Personal leadership requires us to shape our own lives, to have good emotional health, good thinking skills, and to master certain skills in all fields of life--personally, in relationships, career, spiritual, and more.  We may all be able to point to examples of these skills in our own lives and the lives of those we know or have read about.  Skill is essential to leadership.  Often life requires us to pause, reflect, and then to act.  To respond in a thoughtful way.  Not merely to react.  This habit requires mindfulness, good values, practice, and the ability to imagine the possibilities.  A good leader imagines the infinite possibilities, wants, desires, legacy, safety, and health of others.  These decision points require consideration of what is at stake in events and options.    

Great leaders are those that learn, encourage learning and growth, and use their brains.  This means using their skills, talents, and gifts to create a better life and lifestyle for themselves and others.  Patience and joy are also good attributes of leaders.  The patience and enjoyment that comes in watching themselves and others develop and grow.  The mindfulness to make wise, healthy choices, and the desire to be proactive.  

As James I, King of Scots in the early 1400s noted, “I do acknowledge, that the special and greatest point of difference that is between a rightful king and an usurping tyrant is in this:  That whereas the proud and ambitious tyrant does think his kingdom and people are only ordained for satisfaction of his desires and unreasonable appetites; The righteous and just king does by the contrary acknowledge himself to be ordained for the procuring of the wealth and prosperity of his people, and that his greatest and principal worldly felicity must consist in their prosperity.”

John Winthrop, one of the founders of New England in the early 1600s explained, “we must be knit together, in this work, as one man.  We must entertain each other in brotherly affection.  We must be willing to abridge ourselves of our superfluities, for the supply of others' necessities.  We must uphold a familiar commerce together in all meekness, gentleness, patience and liberality.  We must delight in each other; make others' conditions our own; rejoice together, mourn together, labor and suffer together, always having before our eyes our commission and community in the work, as members of the same body.”

Our recognition of great leaders takes a key attribute into consideration.  Great leaders are those with relationships based on good values.  Popularity, fame, or infamy is out of bounds.  President Reagan explained in his inaugural address of 1981 that “[i]t is time for us to realize that we're too great a nation to limit ourselves to small dreams.  We have every right to dream heroic dreams.  Those who say that we're in the right place at the right time when there are no heroes, they just don't know where to look.  You can see heroes every day going in and out of factory gates.  Others, a handful in number, produce enough food to feed all of us and then the world beyond.”  

Examples abound of this kind of leadership.  In the 400s B.C. the Roman military was under assault and a farmer, named Cincinnatus, stepped up to ensure the Roman Republic did not fall to the Aequi--a tribe in northern Italy.  This devotion and life risking move was similar to that of the first president of the United States, George Washington.  His custodianship of the infant county, his military efforts and treaties with European forces made him the father of a country.  

The past, present, and future are made by people who have made a difference.  Many have explored and discovered new lands, new ideas, new commodities, and new people.  The people of the past have certainly influenced our lives and shaped our identities, from religion to government, to art and technology, to business and philosophy.  What will our world in the future look like?   The present and future is an extension of the past, history teaches us that these matters are typical, common, and vital to our existence and security.  The answers to these questions depend a lot upon the people of the present.  The leadership required is possible through the desire and pursuit of knowledge.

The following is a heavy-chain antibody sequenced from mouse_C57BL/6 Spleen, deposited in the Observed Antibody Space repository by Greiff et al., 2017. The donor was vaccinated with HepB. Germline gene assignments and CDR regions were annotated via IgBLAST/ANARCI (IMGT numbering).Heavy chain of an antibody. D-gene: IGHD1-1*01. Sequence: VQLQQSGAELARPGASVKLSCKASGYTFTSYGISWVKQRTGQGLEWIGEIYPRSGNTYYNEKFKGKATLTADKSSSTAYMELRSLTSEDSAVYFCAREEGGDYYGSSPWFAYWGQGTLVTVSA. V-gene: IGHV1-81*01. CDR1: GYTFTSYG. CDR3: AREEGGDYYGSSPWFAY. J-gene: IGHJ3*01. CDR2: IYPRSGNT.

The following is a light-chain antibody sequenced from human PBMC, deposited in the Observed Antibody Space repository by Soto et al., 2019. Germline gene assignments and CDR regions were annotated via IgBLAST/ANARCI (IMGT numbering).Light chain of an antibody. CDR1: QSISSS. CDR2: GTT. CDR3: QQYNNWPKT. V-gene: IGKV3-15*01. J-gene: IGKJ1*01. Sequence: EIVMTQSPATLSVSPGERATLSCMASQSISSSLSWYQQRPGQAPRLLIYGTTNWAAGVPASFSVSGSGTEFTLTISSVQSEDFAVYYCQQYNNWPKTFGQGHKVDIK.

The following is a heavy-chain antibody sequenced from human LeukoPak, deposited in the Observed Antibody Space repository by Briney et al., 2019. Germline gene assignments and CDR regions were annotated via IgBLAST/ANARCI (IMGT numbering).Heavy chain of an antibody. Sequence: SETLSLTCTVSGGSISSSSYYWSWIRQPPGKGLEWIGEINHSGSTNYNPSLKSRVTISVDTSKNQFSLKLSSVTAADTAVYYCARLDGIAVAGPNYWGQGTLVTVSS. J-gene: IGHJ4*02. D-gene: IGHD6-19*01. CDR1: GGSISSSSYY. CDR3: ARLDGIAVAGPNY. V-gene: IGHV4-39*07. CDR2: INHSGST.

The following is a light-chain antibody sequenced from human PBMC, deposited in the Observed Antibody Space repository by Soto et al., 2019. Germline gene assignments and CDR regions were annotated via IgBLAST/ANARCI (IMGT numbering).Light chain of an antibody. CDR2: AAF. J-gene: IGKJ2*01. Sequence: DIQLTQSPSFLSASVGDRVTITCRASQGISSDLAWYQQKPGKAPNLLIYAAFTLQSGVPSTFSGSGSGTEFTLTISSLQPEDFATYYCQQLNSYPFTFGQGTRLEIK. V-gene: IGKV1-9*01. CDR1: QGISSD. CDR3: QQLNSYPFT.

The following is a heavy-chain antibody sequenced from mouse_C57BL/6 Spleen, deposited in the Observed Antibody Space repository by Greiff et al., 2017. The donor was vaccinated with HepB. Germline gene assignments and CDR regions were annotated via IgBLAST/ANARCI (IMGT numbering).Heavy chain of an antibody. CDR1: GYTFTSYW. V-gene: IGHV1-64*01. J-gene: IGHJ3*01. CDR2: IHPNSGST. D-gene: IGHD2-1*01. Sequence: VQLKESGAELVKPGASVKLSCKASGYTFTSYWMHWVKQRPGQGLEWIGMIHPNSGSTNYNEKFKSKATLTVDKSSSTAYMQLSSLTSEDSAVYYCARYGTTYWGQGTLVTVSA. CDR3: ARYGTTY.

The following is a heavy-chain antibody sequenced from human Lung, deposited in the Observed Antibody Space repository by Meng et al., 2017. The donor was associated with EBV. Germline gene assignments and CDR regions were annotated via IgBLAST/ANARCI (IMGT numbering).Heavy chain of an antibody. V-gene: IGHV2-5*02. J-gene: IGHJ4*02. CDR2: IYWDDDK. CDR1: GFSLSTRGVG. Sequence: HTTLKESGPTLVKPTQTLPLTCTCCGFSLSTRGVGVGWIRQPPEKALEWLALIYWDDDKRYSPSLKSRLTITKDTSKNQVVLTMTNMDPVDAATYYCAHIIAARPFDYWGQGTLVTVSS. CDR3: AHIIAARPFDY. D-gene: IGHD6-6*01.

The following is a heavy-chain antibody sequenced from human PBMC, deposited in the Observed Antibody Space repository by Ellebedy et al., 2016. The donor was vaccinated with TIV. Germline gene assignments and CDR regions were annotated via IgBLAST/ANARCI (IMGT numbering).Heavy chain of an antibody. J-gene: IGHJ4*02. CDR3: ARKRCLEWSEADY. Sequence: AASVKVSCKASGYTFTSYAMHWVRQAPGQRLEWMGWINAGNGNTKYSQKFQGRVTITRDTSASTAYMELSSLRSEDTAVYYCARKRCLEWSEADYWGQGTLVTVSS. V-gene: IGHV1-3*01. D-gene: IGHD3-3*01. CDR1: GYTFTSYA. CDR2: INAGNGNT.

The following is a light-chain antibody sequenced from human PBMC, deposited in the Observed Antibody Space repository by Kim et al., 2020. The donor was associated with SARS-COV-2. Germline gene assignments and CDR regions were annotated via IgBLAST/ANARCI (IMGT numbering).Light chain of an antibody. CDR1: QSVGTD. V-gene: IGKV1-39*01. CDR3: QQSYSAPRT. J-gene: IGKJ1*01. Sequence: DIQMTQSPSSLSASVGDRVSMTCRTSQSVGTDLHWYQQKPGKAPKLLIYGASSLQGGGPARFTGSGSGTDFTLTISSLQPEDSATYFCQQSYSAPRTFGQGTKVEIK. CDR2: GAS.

As we look for those with great leadership we are looking for those that recognize their own strengths, weaknesses, and personality, as well as those of others.  Those with purpose, important, valuable, and exciting tasks to do.  We are looking for those whose learning, discoveries, and adventures are guided by some basic principles.  Leadership requires assertiveness, firmness, not aggressiveness, not passivity.  It is about individuals that know when they and others act, think, and work they begin to believe they can achieve, which builds confidence.  Those that challenge their minds and the minds of others to see that they Can!

Great leaders are good friends, mentors, family members, colleagues, and neighbors.  One reason these individuals are successful is because of excellent communication skills.  Often great leaders can tell awesome stories, express themselves, and listen more to you than they talk about themselves.  In other words, great leaders are helpers, serve, and demonstrate a willingness to give.  That does not mean in unhealthy, unethical, or immoral ways.  Fighting off temptations, applying their skills, and serving their purpose is the key.  Great leadership is not something that is a title or a job description.  Whether at home, school, in the community, or workplace, great leadership is about relationships.  Earning trust, which develops synergy and respect.  

Ultimately, great leadership originates from a value of oneself and of others.  There is authenticity, integrity, and the taking of appropriate actions.  Excellent leadership requires us to see our own roles, what we were hired to do, or what we think we are to do, and contrast that to what others see and need our roles to be.  We may see ourselves as needing to fulfill our job orders as having to organize endless meetings, while others may need us to simply serve, support, focus, and fuse the work and initiatives in the environment.  In a family, workplace, on a committee, or on a team, good leadership is a challenge.  That is why we are looking to celebrate and honor this trait.